|Fables and Fairy Tales||Stories Before 1850||Stories After 1850||Periodicals and Annuals||Religious Books, Bibles, Hymns, etc||Books of Instruction||Nursery Rhymes and Alphabets|
|Movable and Toy Books; Myths and Heroes||Poetry, Verse and Rhymes; Games||Games and Pastimes||Natural Science||Geography and Travel||History and Biography||Mathematics|
|Title:||Memoirs of Dick the Little Poney; Supposed to be written by himself; and published for the Instruction and Amusement of Good Boys and Girls|
|Publisher:||J. Walker, No.44, Paternoster Row; and sold by E. Newbery, Corner of St. Paul's Church-Yard|
|Pages:||1 vol., xii + 184pp.|
|Size:||13 x 8 cm|
|Illustrations:||Engraved frontispiece and vignette on title-page|
|Note:||Bound with 0179B. An inscription bears the date 1807|
Images of all pages of this book
Dick the Little Poney is part of a tradition of animal stories well established in British children's literature by the end of the eighteenth century. The Hockliffe Collection contains several other examples - see for instance The Dog of Knowledge (0179B), by the same author and with which one copy of Dick the Little Poney in the Hockliffe Collection is bound, Dorothy Kilner's The Life and Perambulation of a Mouse (1784: 0159), E. Smyth's The History of Tabby (0218), Elizabeth Sandham's The Adventures of Poor Puss (1809: 0204), Mary Pilkington's Marvellous Adventures; or, the vicissitudes of a cat (1802: 0197) and Cato, or Interesting Adventures of A Dog of Sentiment (1816: 0082). The preface to the first edition of Dick the Little Poney might be acknowledging this fact in asserting the difference between this book and a 'horse of knowledge, which some years ago instructed or amused so many of the human race' - a reference, perhaps, to an earlier book on the same theme. (Alternatively, the 'horse of knowledge' referred to might be a circus act of the kind popular in the early nineteenth century.) The opening lines of The Dog of Knowledge certainly allude to the burgeoning tradition of animal stories. 'The love of fame seems natural to everything that breathes', it begins, 'Else how can we account for several sad dogs of the human race, of both sexes, publishing their disgraceful memoirs' (pp.1-2).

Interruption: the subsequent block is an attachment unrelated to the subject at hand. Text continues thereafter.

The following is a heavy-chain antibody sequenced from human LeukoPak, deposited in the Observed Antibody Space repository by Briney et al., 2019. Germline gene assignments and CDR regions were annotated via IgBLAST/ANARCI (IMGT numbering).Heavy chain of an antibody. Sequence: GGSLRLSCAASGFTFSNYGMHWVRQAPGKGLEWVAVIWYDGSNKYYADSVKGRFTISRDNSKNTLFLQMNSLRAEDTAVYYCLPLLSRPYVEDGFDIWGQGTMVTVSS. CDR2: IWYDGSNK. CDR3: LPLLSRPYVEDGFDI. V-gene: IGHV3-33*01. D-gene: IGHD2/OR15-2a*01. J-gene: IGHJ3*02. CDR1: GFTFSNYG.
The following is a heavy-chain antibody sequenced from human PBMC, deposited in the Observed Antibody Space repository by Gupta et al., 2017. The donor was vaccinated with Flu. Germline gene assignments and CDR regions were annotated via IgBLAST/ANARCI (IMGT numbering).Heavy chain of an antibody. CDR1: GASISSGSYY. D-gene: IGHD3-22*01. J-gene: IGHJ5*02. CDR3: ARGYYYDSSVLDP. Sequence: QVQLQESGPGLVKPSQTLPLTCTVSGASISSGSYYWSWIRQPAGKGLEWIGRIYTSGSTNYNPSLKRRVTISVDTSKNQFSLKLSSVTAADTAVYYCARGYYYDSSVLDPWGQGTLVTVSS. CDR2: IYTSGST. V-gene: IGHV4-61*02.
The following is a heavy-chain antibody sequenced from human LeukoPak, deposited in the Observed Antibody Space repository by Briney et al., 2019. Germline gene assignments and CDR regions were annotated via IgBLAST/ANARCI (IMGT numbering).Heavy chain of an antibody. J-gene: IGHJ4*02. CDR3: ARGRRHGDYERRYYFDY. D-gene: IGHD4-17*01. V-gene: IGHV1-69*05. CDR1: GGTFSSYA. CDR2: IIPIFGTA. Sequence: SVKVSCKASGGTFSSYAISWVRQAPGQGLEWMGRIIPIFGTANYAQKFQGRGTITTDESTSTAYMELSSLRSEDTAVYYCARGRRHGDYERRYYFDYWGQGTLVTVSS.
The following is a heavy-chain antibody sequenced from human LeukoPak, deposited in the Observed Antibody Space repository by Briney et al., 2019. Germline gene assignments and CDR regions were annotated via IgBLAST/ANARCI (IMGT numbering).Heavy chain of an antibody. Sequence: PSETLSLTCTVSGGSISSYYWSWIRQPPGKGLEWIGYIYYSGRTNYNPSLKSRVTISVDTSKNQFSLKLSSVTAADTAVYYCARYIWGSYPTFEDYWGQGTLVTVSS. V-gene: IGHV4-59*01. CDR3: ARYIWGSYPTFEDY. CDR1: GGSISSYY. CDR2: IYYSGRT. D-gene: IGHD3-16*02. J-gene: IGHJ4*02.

The Hockliffe Collection contains two editions of Dick the Little Poney. The earlier (0179B) has the date 1800 on the title-page, although the frontispiece of the British Library's copy bears the date 14 December 1799 (this is obscured by the binding in the Hockliffe copy and cannot be seen on the digitised image). The second version (0179A) has sometimes been thought to have been published earlier than 1800 because its dedication (like the 1800 edition) bears the date 1799. However, its 'Advertisement' clearly bears the date 'September 1816'. This 'Advertisement' argues that since the earlier edition has sold out, and since the title is still selling well, a new edition is called for. There is something of a contradiction between this 1816 apology for a new edition and an advertisement for Dick the Little Poney which appeared at the end of The Dog of Knowledge (0179B) in 1801. Both claim that the first edition of Dick the Little Poney has just sold out, or is just about to do so. This would be possible if another edition had been published sometime between 1801 and 1816, but it is more likely that John Harris, author of the 1801 advertisement, was talking up the success of one of his titles, and that J. Walker, publisher of the new edition, was looking for an excuse to bring out an edition of a work then over a dozen years old.
The text of the later (presumably second) edition of Dick the Little Poney does not differ from that of the first, but eighteen wood-engravings have been added and the high-quality engraved frontispiece has been omitted. The second edition was brought out by J. Walker of London. The first had been published by Whittingham and Arliss and sold by Elizabeth Newbery. The fact that it was advertised in a work published by John Harris - The Dog of Knowledge - is symptomatic of two facts - that Harris had taken over Elizabeth Newbery's business in 1801, and that it had been Newbery's firm, rather than Whittingham and Arliss, which had been principally responsible for the publication of Dick the Little Poney (though Elizabeth Newbery was credited merely as the bookseller on its title-page). In fact, The Dog of Knowledge was probably the first book published on his own account by John Harris, the most influential children's publisher of the early nineteenth century (Moon 1987: 39).
Moon, Marjorie, John Harris's books for youth, 1801-1843, revised edition, Winchester, 1987